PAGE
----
world's most popular smartphone operating system, Google Inc.'s (GOOG) Android OS, can't seem to
catch a break these days. If its not being attacked in court  by rival smartphone maker Apple, Inc. (AAPL) whose looking to forcibly
remove its products from market  with lawsuits, it's being probed by antitrust
The U.S. Federal Trade Commission on Wednesday
issued long awaited subpoenas. For those of you
who aren't lawyers and haven't been dragged through a major court case, a
"subpoena" is a government demand for testimony or evidence.
Failure to give the requested information can result in criminal and/or
The fact that the U.S. government has issued subpoenas shows that it's getting
serious about its investigation of Google. A Google spokeswoman seemed
nonchalant, commenting, "We understand that with success comes scrutiny.
We're happy to answer any questions they have about our business."
But for all the cheer, the move is a major concern for Google.
Several small smartphone service providers have claimed that Google applied pressure to its hardware partners to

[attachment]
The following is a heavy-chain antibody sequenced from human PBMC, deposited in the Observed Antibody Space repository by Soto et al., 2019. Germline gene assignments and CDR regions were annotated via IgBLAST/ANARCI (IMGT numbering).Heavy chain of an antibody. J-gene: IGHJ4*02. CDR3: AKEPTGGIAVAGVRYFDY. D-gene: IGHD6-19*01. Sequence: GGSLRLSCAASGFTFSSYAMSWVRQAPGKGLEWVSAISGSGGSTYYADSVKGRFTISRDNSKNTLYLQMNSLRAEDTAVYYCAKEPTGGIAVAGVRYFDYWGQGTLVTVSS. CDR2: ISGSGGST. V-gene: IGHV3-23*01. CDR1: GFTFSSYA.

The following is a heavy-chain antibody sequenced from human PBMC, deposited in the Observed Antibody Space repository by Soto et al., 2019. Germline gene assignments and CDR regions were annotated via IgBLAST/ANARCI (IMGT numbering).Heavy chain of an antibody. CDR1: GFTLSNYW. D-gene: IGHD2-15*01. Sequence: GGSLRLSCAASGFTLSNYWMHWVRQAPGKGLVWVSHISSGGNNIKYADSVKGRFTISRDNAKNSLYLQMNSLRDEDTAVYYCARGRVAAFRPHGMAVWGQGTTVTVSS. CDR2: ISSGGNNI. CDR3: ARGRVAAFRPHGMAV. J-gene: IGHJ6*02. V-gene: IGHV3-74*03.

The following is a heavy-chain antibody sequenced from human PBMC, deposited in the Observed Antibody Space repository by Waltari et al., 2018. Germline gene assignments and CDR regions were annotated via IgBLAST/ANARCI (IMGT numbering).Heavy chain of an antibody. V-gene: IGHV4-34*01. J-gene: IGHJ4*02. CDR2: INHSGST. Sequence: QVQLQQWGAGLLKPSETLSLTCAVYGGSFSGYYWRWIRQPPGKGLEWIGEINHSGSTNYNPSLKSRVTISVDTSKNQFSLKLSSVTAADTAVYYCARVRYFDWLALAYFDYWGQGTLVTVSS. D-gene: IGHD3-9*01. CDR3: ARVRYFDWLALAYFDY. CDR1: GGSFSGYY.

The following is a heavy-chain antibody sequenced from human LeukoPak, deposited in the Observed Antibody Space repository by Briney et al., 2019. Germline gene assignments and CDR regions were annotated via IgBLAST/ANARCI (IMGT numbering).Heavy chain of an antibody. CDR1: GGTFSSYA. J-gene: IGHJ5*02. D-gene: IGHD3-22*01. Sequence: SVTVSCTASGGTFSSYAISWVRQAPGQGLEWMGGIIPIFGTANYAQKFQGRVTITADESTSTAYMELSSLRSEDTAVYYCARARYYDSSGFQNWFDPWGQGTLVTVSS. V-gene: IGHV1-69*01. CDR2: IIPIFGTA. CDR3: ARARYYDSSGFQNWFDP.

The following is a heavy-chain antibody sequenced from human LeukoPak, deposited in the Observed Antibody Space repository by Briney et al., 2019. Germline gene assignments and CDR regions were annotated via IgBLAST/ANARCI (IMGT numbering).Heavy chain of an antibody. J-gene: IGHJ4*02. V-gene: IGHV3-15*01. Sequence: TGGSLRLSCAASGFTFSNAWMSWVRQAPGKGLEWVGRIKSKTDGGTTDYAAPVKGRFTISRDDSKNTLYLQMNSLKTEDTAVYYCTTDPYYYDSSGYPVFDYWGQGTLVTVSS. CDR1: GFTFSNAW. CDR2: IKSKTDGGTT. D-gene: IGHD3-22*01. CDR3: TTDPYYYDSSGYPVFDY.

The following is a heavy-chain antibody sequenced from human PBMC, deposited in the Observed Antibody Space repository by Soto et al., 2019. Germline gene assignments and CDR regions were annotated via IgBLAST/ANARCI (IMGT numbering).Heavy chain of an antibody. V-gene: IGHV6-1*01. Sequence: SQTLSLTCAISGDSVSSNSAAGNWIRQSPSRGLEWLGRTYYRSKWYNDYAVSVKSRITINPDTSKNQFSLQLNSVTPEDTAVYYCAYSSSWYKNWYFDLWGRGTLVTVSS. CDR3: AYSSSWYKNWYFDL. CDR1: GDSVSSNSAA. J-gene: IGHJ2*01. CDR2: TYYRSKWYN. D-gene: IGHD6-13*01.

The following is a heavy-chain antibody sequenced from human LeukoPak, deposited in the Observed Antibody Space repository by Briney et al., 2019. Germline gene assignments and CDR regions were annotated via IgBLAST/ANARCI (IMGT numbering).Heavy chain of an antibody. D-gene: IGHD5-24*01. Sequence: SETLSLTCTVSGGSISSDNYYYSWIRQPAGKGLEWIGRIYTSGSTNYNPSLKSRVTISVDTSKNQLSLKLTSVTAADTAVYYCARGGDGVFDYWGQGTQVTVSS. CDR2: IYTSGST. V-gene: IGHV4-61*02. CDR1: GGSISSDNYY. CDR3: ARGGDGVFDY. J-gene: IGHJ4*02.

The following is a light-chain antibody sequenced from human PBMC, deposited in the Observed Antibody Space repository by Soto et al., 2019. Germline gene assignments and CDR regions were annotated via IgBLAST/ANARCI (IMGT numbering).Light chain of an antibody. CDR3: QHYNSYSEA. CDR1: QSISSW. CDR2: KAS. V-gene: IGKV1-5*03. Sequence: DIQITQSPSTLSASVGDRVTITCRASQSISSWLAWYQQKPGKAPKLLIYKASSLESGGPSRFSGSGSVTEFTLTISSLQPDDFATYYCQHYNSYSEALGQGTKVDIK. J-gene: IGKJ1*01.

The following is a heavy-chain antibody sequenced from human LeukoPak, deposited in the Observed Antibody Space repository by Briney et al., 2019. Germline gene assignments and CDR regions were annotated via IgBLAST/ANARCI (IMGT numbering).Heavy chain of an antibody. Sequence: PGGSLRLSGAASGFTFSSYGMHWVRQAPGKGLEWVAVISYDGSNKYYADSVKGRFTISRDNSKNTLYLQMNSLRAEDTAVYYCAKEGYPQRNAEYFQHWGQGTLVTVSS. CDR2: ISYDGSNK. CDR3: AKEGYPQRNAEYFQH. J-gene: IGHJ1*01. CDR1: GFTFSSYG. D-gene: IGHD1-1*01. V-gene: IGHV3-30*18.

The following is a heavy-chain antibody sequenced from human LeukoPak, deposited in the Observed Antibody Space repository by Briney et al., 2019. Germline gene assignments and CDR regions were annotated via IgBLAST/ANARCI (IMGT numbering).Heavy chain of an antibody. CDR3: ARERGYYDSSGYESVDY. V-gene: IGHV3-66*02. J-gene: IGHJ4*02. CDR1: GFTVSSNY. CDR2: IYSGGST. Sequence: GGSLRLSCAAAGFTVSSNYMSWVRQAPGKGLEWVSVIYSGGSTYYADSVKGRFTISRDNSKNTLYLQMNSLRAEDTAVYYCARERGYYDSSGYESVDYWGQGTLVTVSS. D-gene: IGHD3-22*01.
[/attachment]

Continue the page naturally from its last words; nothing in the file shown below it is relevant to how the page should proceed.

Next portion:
boot their products off their smartphones, in favor of Google's rival services.
In and of itself, that might not be illegal were, Google not by far the
industry's most dominant player in sales. Android is reportedly
outselling the next closest company, Apple, 5-to-2 in recent figures. Thus if Google is
found guilty of the allegations, it could face stiff penalties for violating
Other allegations against Google include reports that it stole data from other services, such as
reviews site Yelp and used it to bolster its own offerings.
And Google also stands of artificially boosting its services above
competitors' in the results from its search engine -- the most used search
engine on the planet.
The issue of the subpoenas was first reported by The
Wall Street Journal. Even if Google can beat the antitrust rap in the
U.S. it faces similar
accusations in Europe, a place known for its strict antitrust laws .
Google has set aside $500M USD in cash to cover
possible antitrust penalties. The question is whether that will be close